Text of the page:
Renaissance and Reformation

To be born again and to reshape.

As Protestant Christendom prepares to honor the 500th anniversary of Martin Luther’s nailing his 95 theses to the Wittenberg church door, I have been thinking about what it means to be reformed.

Scholars agree that the philosophies that shaped Luther’s thinking, and the ability to spread the word about his ideas could not have happened before they did.  God carefully orchestrated history to create the ideal moment for the Church to get her act together by bringing into play great inventions, great minds and great discoveries.

We call this era the Renaissance, or re-birth. This is the time of great discovery, a time which changed and re-shaped our world.  The invention of the printing press in the early/mid 15th century allowed for inexpensive reproduction of written word. Suddenly, the Bible was available for anyone to read.  When great men of thought like Luther, Wycliffe, Calvin, and Zwingli – along with some of their lesser known predecessors – actually read the Bible instead of blindly accepting what the corrupt leadership of the Church was telling them, the belief system of the western world was rocked to its very foundation.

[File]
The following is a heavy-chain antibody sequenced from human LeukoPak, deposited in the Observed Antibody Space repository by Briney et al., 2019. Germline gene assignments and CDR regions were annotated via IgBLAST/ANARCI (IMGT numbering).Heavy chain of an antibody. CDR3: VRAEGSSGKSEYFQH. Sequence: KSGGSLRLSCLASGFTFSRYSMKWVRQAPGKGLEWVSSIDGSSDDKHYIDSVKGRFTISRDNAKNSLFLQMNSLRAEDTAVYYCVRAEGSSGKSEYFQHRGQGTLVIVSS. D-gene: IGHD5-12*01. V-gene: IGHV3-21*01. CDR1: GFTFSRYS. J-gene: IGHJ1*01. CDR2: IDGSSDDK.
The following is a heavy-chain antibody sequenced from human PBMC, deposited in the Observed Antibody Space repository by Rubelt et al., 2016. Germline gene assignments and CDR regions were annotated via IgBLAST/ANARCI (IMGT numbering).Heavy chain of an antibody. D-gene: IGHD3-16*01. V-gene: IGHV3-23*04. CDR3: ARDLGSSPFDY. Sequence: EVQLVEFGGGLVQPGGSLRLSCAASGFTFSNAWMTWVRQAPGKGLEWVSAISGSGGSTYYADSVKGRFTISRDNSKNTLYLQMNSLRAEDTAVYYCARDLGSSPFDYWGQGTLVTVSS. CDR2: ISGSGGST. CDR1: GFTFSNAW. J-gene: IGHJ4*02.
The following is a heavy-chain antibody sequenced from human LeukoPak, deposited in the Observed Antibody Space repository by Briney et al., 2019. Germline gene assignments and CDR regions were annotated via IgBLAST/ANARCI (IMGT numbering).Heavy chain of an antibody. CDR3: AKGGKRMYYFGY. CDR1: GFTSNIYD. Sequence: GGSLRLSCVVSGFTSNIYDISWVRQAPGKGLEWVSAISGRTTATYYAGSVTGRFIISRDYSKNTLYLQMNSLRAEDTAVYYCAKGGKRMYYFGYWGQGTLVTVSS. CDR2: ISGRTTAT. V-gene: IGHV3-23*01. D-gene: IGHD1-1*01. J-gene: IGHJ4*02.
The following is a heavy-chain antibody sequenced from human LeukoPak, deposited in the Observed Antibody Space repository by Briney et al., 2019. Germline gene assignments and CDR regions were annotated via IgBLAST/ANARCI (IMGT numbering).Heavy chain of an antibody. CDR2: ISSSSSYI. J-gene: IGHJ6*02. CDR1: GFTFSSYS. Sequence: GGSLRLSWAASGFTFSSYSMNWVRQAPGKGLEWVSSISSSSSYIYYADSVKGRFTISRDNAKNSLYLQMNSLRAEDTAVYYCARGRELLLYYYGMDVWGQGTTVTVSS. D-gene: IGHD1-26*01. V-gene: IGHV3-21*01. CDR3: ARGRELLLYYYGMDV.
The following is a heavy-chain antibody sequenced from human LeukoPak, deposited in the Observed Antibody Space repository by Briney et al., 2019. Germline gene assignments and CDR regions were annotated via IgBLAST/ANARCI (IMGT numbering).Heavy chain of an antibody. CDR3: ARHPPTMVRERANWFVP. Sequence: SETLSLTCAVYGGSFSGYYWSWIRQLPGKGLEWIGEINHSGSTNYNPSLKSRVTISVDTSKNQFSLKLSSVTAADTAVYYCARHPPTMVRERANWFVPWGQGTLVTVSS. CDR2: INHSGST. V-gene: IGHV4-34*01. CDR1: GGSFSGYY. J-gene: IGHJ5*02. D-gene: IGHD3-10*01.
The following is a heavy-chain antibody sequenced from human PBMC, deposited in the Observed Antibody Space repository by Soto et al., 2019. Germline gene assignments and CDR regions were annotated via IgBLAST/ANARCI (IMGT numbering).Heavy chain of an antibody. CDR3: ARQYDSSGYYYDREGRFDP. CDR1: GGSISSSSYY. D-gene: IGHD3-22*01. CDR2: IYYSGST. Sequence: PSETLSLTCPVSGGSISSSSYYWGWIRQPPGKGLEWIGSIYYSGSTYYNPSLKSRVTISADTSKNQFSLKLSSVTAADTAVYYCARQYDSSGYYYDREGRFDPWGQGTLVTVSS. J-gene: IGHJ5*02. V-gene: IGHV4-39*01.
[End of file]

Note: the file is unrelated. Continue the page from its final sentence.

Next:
Only not really.  The foundation of the Church was built on Christ alone.  The Reformers just wanted to clear away the crumbling mortar and detritus of the centuries and get down to solid rock.

That shakes the world.

Great, all cool history, the church is reformed, but what does that have to do with me?

How do I apply all this to my own life?

The real question that bears asking is: where have I allowed tradition, complacency, selfish ambition and pride to crumble my mortar? How can I experience a renaissance and reformation in my own life and faith?

Isn’t that what Christ calls us to?  He tells Nicodemus in the dark of night that unless he is born again, unless he experiences a renaissance, he will not find God’s kingdom. (John 3:1-6)

On another dark night, Jesus himself prays for us “Sanctify them by the truth: your word is truth.” (John 17:17) To be sanctified is to be made holy, to be reformed in the eyes and by the hands of God.

“Your word is truth.”  Here is the crux of the matter.  How can I possibly know who God is, how He wants me to be re-born and re-shaped unless I know what He says?  Since I haven’t recently actually heard thundering from heaven, there is no way for me to hear His voice, to KNOW His voice, unless I immerse myself in the only form of His truth I have handily available.  And I have the great minds of the past – minds like Gutenberg the inventor, and Wycliffe the English translator – to thank for the fact that I own not one, but many, Bibles.  To hear and know God’s voice, I need to, in the words of Martin Luther, rely on sola scriptura. Luther said, “a simple layman armed with Scripture is greater than the mightiest pope without it”.

God’s word is truth.  To know His word, I need to read it.  Pray it.  Live it.  To experience renaissance and reformation, I must deliberately and thoughtfully put God’s word in my heart and actions.

Reform me.  Reshape me.  Let me be born again.

That is what will rock the world. That is what will bring re-birth and re-shaping.  Not just of me, but of those around me.  Church, wake-up.  It’s time for another Renaissance and Reformation.